This $1299 Electric Skateboard Kind of Misses the Point
I would love to hear what actual skaters think of this electric-powered longboard designed by Stanford grads in Palo Alto, California.
The engineers of the "Boosted Board," which could retail for $1,299 or more, paint the prototype vehicle as the second greatest thing to Marty McFly's hoverboard. On their Kickstarter page, where fans have kicked some $306,000 toward the $100,000 financing goal (with three weeks still to go!), they write: "You can do your favorite downhill tricks… going uphill. Or carve and carve… without ever pushing. More time riding and practicing, less time pushing and walking."
At 12 pounds in its current iteration, the board is the "world's lightest electric vehicle," they say, able to travel 6 miles on a single charge at a respectable speed of 20 m.p.h. Making short trips around town on a self-propelled board seems convenient, and the alleged $5 electricity bill for the device's daily use is kind on the wallet. Despite these advantages, though, riding this contraption might make you look like a butthead.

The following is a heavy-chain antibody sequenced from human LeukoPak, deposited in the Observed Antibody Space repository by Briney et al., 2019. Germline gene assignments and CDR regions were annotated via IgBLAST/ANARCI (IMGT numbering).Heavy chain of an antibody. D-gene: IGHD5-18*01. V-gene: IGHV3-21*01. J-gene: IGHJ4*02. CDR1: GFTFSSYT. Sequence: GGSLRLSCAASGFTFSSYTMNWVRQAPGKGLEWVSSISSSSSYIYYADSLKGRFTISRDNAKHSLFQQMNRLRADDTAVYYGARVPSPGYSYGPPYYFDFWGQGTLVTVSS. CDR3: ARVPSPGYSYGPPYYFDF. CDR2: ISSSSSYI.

Please note that I'm no skateboard rider, and if I tried I would probably chip at least five teeth in the first minute. But nothing about this gadget says "skateboard" to me. I'd put it more into the family of Segways or electric unicycles – gimmicks for the well-salaried who don't like doing the physical work of peddling a bicycle or pushing a board. And compared to rocketing off down a half-pipe with one powerful leg-thrust, using a "handheld remote" to activate a throttle just to get moving seems desperately lame.
Longboarding is nice because any kid who's saved their allowance can buy a board, take it to the streets and start to learn how to sidewalk surf. Walking up hills is just part of the bargain. The Boosted Board is training people to helm a totally different machine. Maybe that's my problem with it, and one that a simple change in name could fix. How about the "Urban Electric Convenience Platform"?
Top image courtesy of Boosted Boards on Kickstarter.